31 July 2007
AN EMPIRE OF BOOKS: The Naval Kishore Press and the Diffusion of the Printed Word in Colonial India, by Ulrike Stark
The history of the book and the commercialization of print in the nineteenth century remain largely uncharted areas in South Asia. This major monograph on the legendary Naval Kishore Press of Lucknow (est. 1858)—then the foremost publishing house in the subcontinent—represents something of a breakthrough. It analyses an Indian publisher’s engagement in the field of cultural production with a detail and rigour hitherto unknown.
Describing early centres and pioneers of print in North India, the author traces the coming of the book in Hindi and Urdu. The career of Munshi Naval Kishore (1836–95) is viewed as exemplifying the publisher’s rise to prominence in the colonial public sphere. Ulrike Stark examines the publishing house in its roles as commercial enterprise and intellectual centre. Against a backdrop of cultural, social, and economic developments, she analyses the production of scholarly and popular books, identifying the contributions of individuals associated with the press.
Hardback / 606 pp / Rs 795 / ISBN 81-7824-196-X / Published in October 2007
24 July 2007
In September 2007 Permanent Black launched a new imprint, BLACK KITE, which will publish books aimed at those who read for pleasure. There will be intelligent, thought-provoking, unusual writing from writers known and unknown. We'll publish essays, translations, biography, memoir, and anything else that catches our fancy as long as the writing is superlative.
The first Black Kite book is a rambunctious romp through nineteenth-century Calcutta, a translation of Hootum Pyanchar Naksha (literally ‘Sketches by Hootum the Owl’), a set of satirical portraits so popular that it has never been out of print since its publication in 1862. This is its first ever translation.
The writing is so vivid that there is within these pages a sense of walking through a decadent Dickensian city as fishwives call out their wares, housewives hurry to the river for baths, thieves pick pockets, and carriages creak through slush and rotting banana peel carting passengers high on ganja.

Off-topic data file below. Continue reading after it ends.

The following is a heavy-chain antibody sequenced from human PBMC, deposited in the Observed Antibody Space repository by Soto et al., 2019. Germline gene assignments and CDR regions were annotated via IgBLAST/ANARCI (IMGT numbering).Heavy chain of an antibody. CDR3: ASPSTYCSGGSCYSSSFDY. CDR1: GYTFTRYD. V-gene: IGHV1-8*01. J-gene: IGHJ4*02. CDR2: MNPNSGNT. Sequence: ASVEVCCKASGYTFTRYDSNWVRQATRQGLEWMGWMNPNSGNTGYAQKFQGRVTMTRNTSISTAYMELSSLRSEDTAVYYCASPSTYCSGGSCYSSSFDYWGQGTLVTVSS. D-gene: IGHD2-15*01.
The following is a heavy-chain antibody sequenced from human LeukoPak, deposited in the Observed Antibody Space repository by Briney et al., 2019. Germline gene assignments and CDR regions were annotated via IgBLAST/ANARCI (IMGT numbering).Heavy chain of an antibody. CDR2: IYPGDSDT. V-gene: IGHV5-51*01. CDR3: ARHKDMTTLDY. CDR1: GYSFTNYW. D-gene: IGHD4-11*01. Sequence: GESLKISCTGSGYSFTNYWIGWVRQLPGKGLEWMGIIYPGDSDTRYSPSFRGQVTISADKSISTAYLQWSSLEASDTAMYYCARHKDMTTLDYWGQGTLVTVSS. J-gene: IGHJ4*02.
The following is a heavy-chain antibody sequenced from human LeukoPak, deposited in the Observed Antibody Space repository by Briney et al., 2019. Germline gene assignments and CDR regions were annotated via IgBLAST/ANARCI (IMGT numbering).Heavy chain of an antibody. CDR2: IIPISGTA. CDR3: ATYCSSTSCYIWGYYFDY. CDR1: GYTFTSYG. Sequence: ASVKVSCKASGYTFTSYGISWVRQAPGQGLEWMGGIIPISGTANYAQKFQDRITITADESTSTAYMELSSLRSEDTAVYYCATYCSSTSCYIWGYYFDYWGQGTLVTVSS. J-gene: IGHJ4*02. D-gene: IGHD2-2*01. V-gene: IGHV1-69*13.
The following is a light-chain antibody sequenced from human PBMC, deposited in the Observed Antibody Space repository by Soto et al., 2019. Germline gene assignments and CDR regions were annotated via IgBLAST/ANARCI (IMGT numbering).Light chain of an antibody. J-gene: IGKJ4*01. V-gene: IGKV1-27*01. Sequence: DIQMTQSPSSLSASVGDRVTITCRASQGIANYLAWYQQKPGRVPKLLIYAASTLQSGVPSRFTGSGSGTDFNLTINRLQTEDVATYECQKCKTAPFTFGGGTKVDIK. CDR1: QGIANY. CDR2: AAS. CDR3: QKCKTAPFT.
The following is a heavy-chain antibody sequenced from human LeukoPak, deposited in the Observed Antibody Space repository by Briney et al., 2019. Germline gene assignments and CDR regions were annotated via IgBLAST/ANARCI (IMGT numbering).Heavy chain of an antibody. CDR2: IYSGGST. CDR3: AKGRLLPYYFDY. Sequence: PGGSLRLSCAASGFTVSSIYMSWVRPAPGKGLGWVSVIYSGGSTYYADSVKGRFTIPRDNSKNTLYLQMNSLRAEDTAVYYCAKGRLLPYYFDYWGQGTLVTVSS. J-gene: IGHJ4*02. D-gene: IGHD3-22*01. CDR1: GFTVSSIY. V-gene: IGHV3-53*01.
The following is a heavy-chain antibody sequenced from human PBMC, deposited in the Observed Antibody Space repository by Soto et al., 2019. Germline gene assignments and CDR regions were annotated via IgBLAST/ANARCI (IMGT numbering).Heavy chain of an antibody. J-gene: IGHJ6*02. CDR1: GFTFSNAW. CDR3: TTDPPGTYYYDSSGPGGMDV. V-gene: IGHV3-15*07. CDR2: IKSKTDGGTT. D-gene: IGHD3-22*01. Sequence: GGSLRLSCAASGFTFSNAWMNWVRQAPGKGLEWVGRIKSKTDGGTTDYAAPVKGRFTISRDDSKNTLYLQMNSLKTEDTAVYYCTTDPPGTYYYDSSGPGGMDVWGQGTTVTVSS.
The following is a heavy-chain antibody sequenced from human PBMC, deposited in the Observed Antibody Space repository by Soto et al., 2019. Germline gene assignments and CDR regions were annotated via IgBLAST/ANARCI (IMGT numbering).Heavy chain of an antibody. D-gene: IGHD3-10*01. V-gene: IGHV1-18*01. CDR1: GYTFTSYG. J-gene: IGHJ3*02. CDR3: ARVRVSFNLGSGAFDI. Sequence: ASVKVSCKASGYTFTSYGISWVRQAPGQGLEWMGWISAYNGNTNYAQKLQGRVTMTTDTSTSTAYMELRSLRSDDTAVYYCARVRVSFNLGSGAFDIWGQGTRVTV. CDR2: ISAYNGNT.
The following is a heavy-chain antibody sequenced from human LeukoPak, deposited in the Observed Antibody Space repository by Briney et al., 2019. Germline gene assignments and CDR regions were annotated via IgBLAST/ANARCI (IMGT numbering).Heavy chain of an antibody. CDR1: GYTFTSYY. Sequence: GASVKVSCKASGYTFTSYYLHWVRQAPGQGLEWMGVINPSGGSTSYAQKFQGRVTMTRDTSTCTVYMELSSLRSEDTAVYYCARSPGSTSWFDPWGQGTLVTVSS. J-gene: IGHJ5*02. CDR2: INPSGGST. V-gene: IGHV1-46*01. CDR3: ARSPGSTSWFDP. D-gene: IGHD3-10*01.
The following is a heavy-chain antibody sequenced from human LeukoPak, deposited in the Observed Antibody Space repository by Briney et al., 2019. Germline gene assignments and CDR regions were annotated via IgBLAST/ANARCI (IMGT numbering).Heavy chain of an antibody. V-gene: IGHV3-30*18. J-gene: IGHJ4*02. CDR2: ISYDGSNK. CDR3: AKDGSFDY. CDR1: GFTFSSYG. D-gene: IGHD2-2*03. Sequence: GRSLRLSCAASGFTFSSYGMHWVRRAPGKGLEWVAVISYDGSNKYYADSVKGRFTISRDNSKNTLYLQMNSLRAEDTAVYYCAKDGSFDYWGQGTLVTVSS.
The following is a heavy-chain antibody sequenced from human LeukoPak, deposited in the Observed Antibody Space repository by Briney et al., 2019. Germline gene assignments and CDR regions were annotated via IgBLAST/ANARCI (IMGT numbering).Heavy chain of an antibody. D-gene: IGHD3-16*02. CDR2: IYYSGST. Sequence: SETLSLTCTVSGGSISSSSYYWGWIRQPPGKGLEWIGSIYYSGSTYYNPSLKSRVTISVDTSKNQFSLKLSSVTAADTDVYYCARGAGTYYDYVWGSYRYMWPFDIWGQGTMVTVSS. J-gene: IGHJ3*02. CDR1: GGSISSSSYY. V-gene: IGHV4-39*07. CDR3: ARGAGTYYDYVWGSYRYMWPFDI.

THE OBSERVANT OWL: Hootum's Vignettes of Nineteenth-century Calcutta, by Kaliprasanna Sinha. Translated by Swarup Roy. Published in September 2007.
ISBN 81-7824-198-6/ paperback / Rs 295 / 216 pages, with sketches. (Distributed by Rupa & Co.)
IMPERIAL CONNECTIONS: India in the Indian Ocean Arena 1860-1920, by Thomas R. Metcalf
An innovative remapping of empire, Imperial Connections offers a broad-ranging view of the workings of the British Empire in the period when the India of the Raj stood at the centre of a newly globalized system of trade, investment, and migration.
Metcalf argues that India itself became a nexus of imperial power that made possible British conquest, control, and governance across a wide arc of territory stretching from Africa to eastern Asia. His book, offering a new perspective on how imperialism operates, emphasizes transcolonial interactions and webs of influence that advanced the interests of colonial India and Britain alike.
September 2007 / Hardback / Rs 650 / ISBN 81-7824-209-6 / For sale in South Asia only / Copublished by the University of California Press, Berkeley
BEYOND BELIEF: India and the Politics of Postcolonial Nationalism, by Srirupa Roy
Beyond Belief rethinks the formation and consolidation of nation-state ideologies. Analysing the first two decades after Indian Independence, Srirupa Roy shows how nationalists were turned into nationals, subjects into citizens, and the colonial state into a sovereign nation-state.
The idea that nations come into being as 'imagined communities' is not adequate when you look at India. Here the state makes itself more than manifest as the only possible glue for diverse communities to stick through thick and thin, like it or not, leaving very little for these communities to imagine.
Hardback / 260 pages / ISBN 81-7824-211-7 / Rs 595 / For sale in South Asia only / Published in September 2007 / Copublished by Duke University Press
23 July 2007
BEHIND THE VEIL: Resistance, Women, and the Everyday in Colonial South Asia, edited by Anindita Ghosh
For some time now, scholars have been working on the theme of dissent and struggle among women in in colonial South Asia. But the focus so far has been on the educated and the outstanding—either female public figures or relatives of important male personalities. This book unearths a narrative of deeper and perhaps more enduring subterranean resistance offered by less extraordinary women in their daily lives.
Tanika Sarkar, Geraldine Forbes, Clare Anderson, Siobhan Lambert-Hurley, Anindita Ghosh, Nita Verma Prasad
Hardback / 244 pages / Rs 595.00 / 81-7824-201-X / for sale only in South Asia
COPUBLISHED BY PALGRAVE MACMILLAN, LONDON